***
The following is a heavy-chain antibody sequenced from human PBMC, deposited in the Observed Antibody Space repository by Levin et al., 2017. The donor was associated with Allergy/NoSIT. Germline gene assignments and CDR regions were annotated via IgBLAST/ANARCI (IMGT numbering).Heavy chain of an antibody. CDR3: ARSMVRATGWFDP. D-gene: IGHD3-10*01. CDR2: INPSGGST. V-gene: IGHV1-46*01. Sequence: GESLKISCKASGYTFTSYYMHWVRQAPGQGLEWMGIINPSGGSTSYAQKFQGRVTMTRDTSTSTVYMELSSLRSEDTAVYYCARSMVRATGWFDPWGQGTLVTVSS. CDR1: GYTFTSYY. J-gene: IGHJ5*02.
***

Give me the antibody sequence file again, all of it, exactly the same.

The following is a heavy-chain antibody sequenced from human PBMC, deposited in the Observed Antibody Space repository by Levin et al., 2017. The donor was associated with Allergy/NoSIT. Germline gene assignments and CDR regions were annotated via IgBLAST/ANARCI (IMGT numbering).Heavy chain of an antibody. CDR3: ARSMVRATGWFDP. D-gene: IGHD3-10*01. CDR2: INPSGGST. V-gene: IGHV1-46*01. Sequence: GESLKISCKASGYTFTSYYMHWVRQAPGQGLEWMGIINPSGGSTSYAQKFQGRVTMTRDTSTSTVYMELSSLRSEDTAVYYCARSMVRATGWFDPWGQGTLVTVSS. CDR1: GYTFTSYY. J-gene: IGHJ5*02.